Even though the money was good, Ismail left to Chicago to work at Northwestern University. Between 2008 and 2011, Ismail travelled regularly back to Cairo to help with Nile University. “Zewail asked me come and help here in Egypt so I travelled between Northwestern and Cairo. I helped some 40 students go to America and Europe to study at some of the best universities,” Ismail says about his time spent at the Zewail City of Science and Technology, a nonprofit, independent learning institution founded by the acclaimed Egyptian scientist Ahmed Zewail in 2000.

“Before 2011, Northwestern let me come to the Middle East frequently, but then the revolution came, and they told me to come back to Northwestern for good. They pressured me to come back, so I had to make a choice.” Ismail decided to live permanently in the US, but as he began settling down, he realized that he had made a mistake.

“No one was happy, because it wasn’t a well-thought-out decision. I was put on the spot to make a decision, so out of pressure I made one. But I never look back. Only forward,” Ismail says. And so after moving back to Egypt for good, Ismail began looking toward a future where people all over the world can be correctly diagnosed by placing a drop of blood on a biochip.

“We’re pretty far along with our research, but there is still work to do. If we’re lucky, we’ll be able to produce the chips in a couple of years. But we have to have the proper approvals and so on, and with products related to medicine, it always takes some time,” Ismail says.

The chips, Ismail hopes, will be used everywhere: hospitals, diagnostic labs and even the local pharmacy. “We hope that people will be able to go to a pharmacy, buy a chip, put a blood sample on it, and then it will give you a full picture,” Ismail says. “A lot of people are working on this, so even if we fail, the biochips will still be a part of the future.”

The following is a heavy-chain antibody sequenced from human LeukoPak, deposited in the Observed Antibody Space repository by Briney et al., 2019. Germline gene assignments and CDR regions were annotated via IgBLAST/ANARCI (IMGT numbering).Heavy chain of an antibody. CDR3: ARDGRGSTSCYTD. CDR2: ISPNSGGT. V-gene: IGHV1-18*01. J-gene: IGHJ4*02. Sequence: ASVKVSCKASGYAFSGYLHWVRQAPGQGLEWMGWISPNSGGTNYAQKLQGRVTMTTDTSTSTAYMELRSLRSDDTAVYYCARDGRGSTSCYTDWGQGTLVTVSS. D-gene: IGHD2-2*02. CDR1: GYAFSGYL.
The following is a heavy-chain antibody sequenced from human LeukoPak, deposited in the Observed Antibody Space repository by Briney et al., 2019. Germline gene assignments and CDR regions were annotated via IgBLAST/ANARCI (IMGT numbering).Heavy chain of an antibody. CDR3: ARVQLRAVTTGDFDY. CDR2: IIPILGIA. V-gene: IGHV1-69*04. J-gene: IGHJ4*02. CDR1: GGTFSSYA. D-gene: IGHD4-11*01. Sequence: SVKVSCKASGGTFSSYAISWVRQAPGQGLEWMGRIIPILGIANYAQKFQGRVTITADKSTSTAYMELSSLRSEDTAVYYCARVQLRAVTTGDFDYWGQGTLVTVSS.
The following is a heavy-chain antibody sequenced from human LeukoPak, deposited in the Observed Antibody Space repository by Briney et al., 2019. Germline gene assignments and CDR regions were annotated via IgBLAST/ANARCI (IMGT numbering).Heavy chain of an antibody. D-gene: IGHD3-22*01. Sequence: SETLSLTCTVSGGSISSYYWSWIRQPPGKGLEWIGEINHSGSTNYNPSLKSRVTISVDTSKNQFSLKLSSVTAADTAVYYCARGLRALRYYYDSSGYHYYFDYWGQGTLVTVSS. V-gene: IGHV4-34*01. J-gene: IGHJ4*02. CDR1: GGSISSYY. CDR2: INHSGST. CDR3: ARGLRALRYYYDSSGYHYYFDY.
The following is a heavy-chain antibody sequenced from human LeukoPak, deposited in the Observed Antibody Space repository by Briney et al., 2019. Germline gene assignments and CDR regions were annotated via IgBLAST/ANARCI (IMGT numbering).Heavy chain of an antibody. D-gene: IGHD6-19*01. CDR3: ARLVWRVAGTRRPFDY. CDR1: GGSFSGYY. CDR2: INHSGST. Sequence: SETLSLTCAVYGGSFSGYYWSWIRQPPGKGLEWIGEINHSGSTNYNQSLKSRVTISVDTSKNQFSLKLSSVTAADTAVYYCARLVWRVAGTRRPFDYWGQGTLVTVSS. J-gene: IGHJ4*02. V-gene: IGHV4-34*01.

]]>
4/20/2017 12:31:03 PM
<![CDATA[What to do around Cairo this week]]>(April 16-22)

Pink babies and giant flies

Experience Hany Rashed’s contemporary paintings as Mashrabia Art Gallery displays his works in the exhibition The Last Farewell. Rashed’s art is colorful and somewhat surreal, with previous exhibitions showing portraits of blue and green people with their heads sliced in half. Rashed is considered one of the most important contemporary artists in Egypt, and he has previously exhibited in London, Vienna and Paris.
Runs until April 20, open daily (except Friday) between 11am and 8pm at Mashrabia Art Gallery.

Last Farewell_courtesy Mashrabia Gallery
Last Farewell_courtesy Mashrabia Gallery




Music Collage festival in Zamalek

Head to the green area near the Opera House in Zamalek for the one-day festival Music Collage. The lineup includes Wust el balad, Sharmoofers, Islam Chipsy, Disco Masr and DJ fabric—a mix between underground music, Arabian shaabi beats and heavy house. You don’t have to worry about going hungry as several food and beverage stands will be present, along with mobile phone charging booths.
April 21, 1-11pm at El Horreya Park in Zamalek • Ticket price is LE 250 at the door

Music Collage_courtesy e7gezly
Music Collage_courtesy e7gezly



Sakia film festival

In its 14th edition, the El Sakia festival for short featured films will be held on April 19-20. The open call for contributors began in the middle of February, will films submitted no longer than 45 minutes. The winners will take home a prize of LE 3,000, while the judging committee will also give out awards, including best actress and actor.
April 19-20, 6-9pm at the Sawy Culture Wheel, Zamalek • Ticket price is LE 25


sakia film fest_courtesy Sakia Culture Wheel
sakia film fest_courtesy Sakia Culture Wheel



Swedish tunes in Cairo